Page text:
In both studies, and at both time points, a 75-g oral glucose tolerance test was performed on all nonpregnant participants, except those taking insulin or oral antidiabetic drugs. For the purpose of this report, diabetes was classified according to the World Health Organization criteria (40).

Biochemical measures and blood pressure for all surveys were obtained as previously described (41,42). In the AusDiab study, waist circumference was measured midway between the lower border of the ribs and the iliac crest on a horizontal plane. In Mauritius, waist circumference was measured as the minimum value of the horizontal plane between the xiphisternum and umbilicus (42). In both surveys, two measurements to the nearest 0.5 cm were recorded. If the measurements varied by >2 cm, a third measurement was taken and the mean of the two closest measurements calculated. A study of mean waist circumference in a multiethnic population found the difference between measurements taken at the midpoint between the ribs and the iliac crest and the narrowest waist to be only 1.5 cm in men and 2.7 cm in women (43). For this reason, 1.5 and 2.7 cm was added to the waist circumference of all South Asian men and women, respectively for all analyses involving comparisons of Europid and South Asian populations.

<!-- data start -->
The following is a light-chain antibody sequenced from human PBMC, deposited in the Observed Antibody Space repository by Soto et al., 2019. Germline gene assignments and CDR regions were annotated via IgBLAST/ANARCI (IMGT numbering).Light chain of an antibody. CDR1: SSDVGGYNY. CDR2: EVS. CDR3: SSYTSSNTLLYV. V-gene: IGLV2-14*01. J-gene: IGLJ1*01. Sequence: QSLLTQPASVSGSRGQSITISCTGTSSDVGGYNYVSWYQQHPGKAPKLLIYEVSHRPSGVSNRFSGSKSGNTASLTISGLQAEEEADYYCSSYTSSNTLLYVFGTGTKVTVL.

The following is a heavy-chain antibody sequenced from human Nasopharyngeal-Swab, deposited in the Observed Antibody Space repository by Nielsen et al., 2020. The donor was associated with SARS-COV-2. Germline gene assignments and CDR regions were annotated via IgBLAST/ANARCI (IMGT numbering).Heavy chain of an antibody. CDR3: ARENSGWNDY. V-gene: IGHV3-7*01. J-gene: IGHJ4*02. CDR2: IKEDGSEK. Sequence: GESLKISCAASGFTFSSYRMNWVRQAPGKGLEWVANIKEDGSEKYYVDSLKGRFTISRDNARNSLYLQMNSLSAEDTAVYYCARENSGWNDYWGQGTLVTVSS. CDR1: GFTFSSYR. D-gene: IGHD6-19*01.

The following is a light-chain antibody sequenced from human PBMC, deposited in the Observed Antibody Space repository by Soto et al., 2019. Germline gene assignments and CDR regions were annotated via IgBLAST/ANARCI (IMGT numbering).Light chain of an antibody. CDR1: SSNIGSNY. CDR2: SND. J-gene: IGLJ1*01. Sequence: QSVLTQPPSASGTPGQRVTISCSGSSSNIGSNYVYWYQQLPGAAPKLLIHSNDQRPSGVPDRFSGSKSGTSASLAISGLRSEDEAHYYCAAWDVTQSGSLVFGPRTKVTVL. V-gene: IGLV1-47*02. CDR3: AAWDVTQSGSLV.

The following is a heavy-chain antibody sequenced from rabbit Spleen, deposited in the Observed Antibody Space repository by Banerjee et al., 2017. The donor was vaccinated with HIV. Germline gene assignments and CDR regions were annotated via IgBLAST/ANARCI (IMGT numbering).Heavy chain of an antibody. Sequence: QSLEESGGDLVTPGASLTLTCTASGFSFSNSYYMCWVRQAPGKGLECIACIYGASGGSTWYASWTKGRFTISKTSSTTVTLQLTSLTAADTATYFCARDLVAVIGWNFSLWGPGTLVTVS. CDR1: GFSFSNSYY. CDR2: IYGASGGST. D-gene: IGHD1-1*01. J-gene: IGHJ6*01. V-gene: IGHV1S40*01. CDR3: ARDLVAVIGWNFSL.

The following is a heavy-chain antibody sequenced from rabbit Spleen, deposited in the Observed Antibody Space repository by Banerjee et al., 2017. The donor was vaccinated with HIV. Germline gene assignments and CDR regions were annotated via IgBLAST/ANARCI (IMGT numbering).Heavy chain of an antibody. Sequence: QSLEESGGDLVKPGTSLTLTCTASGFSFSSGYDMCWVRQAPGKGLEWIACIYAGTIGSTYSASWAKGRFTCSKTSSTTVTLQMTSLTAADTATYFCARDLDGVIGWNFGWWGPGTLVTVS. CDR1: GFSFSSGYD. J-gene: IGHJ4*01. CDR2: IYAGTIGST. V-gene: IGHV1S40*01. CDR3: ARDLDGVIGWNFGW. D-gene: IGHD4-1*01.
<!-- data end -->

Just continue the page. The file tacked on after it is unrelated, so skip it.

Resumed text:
The AusDiab survey protocols were approved by the Ethics Committee of the International Diabetes Institute and the Monash University Standing Committee on Ethics in Research involving Humans. The Mauritius survey protocols were reviewed and approved by the Alfred Healthcare Group Ethics Committee (Melbourne, Australia) as well as the Ministry of Health, Mauritius. Informed consent was obtained from all participants.

Statistical analysis